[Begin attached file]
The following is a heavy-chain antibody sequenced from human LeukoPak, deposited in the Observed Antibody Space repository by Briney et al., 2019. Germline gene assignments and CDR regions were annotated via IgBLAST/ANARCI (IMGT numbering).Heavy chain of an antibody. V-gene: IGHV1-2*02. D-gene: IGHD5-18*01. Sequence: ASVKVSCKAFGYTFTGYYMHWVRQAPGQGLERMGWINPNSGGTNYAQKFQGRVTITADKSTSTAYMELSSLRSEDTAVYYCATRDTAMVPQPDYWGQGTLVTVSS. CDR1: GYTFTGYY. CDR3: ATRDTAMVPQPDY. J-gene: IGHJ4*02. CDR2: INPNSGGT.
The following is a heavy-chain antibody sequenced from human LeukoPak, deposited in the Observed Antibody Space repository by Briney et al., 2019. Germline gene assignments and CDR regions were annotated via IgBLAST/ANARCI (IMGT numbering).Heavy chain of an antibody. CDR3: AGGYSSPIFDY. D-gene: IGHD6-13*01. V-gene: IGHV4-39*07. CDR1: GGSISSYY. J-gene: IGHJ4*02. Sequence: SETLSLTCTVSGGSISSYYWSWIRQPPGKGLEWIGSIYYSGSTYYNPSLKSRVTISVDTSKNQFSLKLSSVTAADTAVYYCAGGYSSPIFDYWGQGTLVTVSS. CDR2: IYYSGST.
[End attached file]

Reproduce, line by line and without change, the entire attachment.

The following is a heavy-chain antibody sequenced from human LeukoPak, deposited in the Observed Antibody Space repository by Briney et al., 2019. Germline gene assignments and CDR regions were annotated via IgBLAST/ANARCI (IMGT numbering).Heavy chain of an antibody. V-gene: IGHV1-2*02. D-gene: IGHD5-18*01. Sequence: ASVKVSCKAFGYTFTGYYMHWVRQAPGQGLERMGWINPNSGGTNYAQKFQGRVTITADKSTSTAYMELSSLRSEDTAVYYCATRDTAMVPQPDYWGQGTLVTVSS. CDR1: GYTFTGYY. CDR3: ATRDTAMVPQPDY. J-gene: IGHJ4*02. CDR2: INPNSGGT.
The following is a heavy-chain antibody sequenced from human LeukoPak, deposited in the Observed Antibody Space repository by Briney et al., 2019. Germline gene assignments and CDR regions were annotated via IgBLAST/ANARCI (IMGT numbering).Heavy chain of an antibody. CDR3: AGGYSSPIFDY. D-gene: IGHD6-13*01. V-gene: IGHV4-39*07. CDR1: GGSISSYY. J-gene: IGHJ4*02. Sequence: SETLSLTCTVSGGSISSYYWSWIRQPPGKGLEWIGSIYYSGSTYYNPSLKSRVTISVDTSKNQFSLKLSSVTAADTAVYYCAGGYSSPIFDYWGQGTLVTVSS. CDR2: IYYSGST.